Plant extract may help fight brain tumour

13th February, 2015 09:54:55 printer

Plant extract may help fight brain tumour

BERLIN: Treatment with a plant extract alleviates symptoms of Cushing Disease caused by a tumour in the brain, scientists say.

Cushing Disease is caused by a tumour in the pituitary gland in the brain.
The tumour secrets increased amounts of the stress hormone adrenocorticotropin (ACTH) followed by cortisol release from the adrenal glands leading to rapid weight gain, elevated blood pressure and muscular weakness.
Scientists around Gunter Stalla, endocrinologist at the Max Planck Institute of Psychiatry in Munich, have discovered in cell cultures, animal models and human tumour tissue that a harmless plant extract can be applied to treat Cushing Disease.
“Silibinin is the major active constituent of milk thistle seeds. It has an outstanding safety profile in humans and is already used for the treatment of liver disease and poisoning,” said Marcelo Paez-Pereda, leading scientist of the study.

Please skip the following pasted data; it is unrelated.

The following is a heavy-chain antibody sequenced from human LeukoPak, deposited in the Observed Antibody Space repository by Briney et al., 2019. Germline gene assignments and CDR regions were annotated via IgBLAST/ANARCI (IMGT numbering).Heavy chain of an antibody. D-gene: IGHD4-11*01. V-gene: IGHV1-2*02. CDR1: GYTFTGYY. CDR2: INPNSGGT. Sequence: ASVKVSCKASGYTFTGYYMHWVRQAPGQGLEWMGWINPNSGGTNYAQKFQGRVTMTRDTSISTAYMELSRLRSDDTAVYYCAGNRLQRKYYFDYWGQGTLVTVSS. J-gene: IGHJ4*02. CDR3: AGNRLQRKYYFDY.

After silibinin treatment, tumour cells resumed normal ACTH production, tumour growth slowed down and symptoms of Cushing Disease disappeared in mice.
In 2013, the Max Planck scientists filed a patent on a broad family of chemical and natural compounds, including silibinin, to treat pituitary tumours.
Compared to humans, of which only 5.5 in 100,000 people worldwide develop Cushing Disease, this condition is very common in several pets.
“We knew that Cushing Disease is caused by the release of too much ACTH. So we asked ourselves what causes this over production and how to stop it,” said Paez-Pereda.
In their experiments the researchers found tremendously high amounts of the heat shock protein 90 (HSP90) in tumour tissue from patients with Cushing Disease.
In normal amounts HSP90 helps to correctly fold another protein, the glucocorticoid receptor which in turn inhibits the production of ACTH.
“As there are too many HSP90 molecules in the tumour tissue, they stick to the glucocorticoid receptor,” said Paez-Pereda.
“We found that silibinin binds to HSP90 thus allowing glucocorticoid receptor molecules to dissolve from HSP90. With silibinin we might have discovered a non-invasive treatment strategy not only for the rare Cushing Disease but also for other conditions with the involvement of glucocorticoid receptors such as lung tumours, acute lymphoblastic leukemia or multiple myeloma,” Paez-Pereda added.
The study was published in the journal Nature Medicine.

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